Food addiction more likely in adult women with history of childhood abuse
Food addiction is prevalent more in women who have experienced childhood abuse than those who haven’t. As adults those women who were physically and mentally tortured and abused have serious food addiction problems than those who experienced a natural childhood, reports a new study which was recently published in the Journal Obesity.
The findings of the study provides information about the causes and the potential treatments required for such food addiction and obesity cases.
According to the surveys conducted by the National Surveys, more than one thirds of the the total women population in America have experienced some sort of physical, mental or psychological abuse before the age of 18. The childhood abuse not only effected the mental health of the women but the physical health of the the women was also drastically effected.
There has been a relevant link between the childhood abuse and obesity, according to many studies. The cause of this link is probably due to the immense amount of stress leading to over eating of comfort foods or foods high in sugar or fat. Obesity is a result of binging in an uncontrolled manner.
As a result of this link found in the recent studies, Susan Mason, PhD, of Brigham and Women’s Hospital and Harvard Medical School in Boston, and her colleagues wanted to learn more by running their own set of experiments.
With respect to the link between child hood abuse and obesity, Susan Mason along with her colleagues studied 57,321 adult participants in the Nurses’ Health Study II, who had sexual child abuse histories during 2001 and were currently food addiction patients in the year 2009. Food addiction referred to eating disorders, causing stress and loss of function.
Findings of the study:
The findings of the study were quite alarming. It was found that the food addiction was most likely among women. About 8% suffered from food addiction, with the figures rising for those who were physically and sexually assaulted before the age of 18.
The women who experienced childhood abuse were twice more likely to be food addiction subjects compared to those who had a childhood without violence and sexual abuse.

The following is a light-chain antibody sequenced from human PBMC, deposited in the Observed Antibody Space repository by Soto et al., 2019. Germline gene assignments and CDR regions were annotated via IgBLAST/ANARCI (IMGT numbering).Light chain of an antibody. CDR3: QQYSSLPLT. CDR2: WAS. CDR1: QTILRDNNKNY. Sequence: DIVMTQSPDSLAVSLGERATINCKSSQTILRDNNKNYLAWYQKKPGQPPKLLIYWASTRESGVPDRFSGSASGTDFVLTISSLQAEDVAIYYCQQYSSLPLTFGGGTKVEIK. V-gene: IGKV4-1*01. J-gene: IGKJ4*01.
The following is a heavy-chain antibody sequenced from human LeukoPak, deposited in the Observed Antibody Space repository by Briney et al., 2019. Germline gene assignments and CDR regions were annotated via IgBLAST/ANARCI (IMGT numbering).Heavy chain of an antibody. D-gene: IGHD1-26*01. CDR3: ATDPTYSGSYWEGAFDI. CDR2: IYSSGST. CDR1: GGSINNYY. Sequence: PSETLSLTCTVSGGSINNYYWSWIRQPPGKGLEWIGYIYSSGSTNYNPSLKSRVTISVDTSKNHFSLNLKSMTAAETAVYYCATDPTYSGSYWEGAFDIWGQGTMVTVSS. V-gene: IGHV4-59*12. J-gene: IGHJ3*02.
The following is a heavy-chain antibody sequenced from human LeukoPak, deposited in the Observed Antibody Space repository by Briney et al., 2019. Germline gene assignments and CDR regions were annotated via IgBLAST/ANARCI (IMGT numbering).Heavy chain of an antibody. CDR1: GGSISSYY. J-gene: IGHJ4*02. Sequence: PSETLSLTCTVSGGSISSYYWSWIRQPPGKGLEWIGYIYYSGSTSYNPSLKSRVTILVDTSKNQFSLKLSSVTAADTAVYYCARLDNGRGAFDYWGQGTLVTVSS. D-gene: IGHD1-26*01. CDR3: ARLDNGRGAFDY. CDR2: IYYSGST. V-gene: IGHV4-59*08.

Women who suffered from both physical and sexual abuse in their childhood were more likely to be addicted to food resulting in middle adulthood obesity. The rate of food addiction increased further in such cases.
The prevalence of food addiction varied from 6-16% for women who did not have a history of child abuse to women who were physically and sexually abused during their childhood respectively.
It was also found that women who suffered from food addiction or over eating comfort foods were heavier than those women without food addiction.
Before the conclusions about the link between childhood abuse and food addiction are made, Dr. Mason and her colleagues suggest that there should be steps taken to find ways to reduce the risk of food addiction among women who experience childhood abuse once enough evidence of the association has been accumulated.
“Women with histories of trauma who show a propensity toward uncontrolled eating could potentially be referred for prevention programs, while obese women might be screened for early trauma and addiction-like eating so that any psychological impediments to weight loss could be addressed,” said Dr. Mason. “Of course, preventing childhood abuse in the first place would be the best strategy of all, but in the absence of a perfect child abuse prevention strategy, it is important that we try to head off its negative long-term health consequences,” she concluded.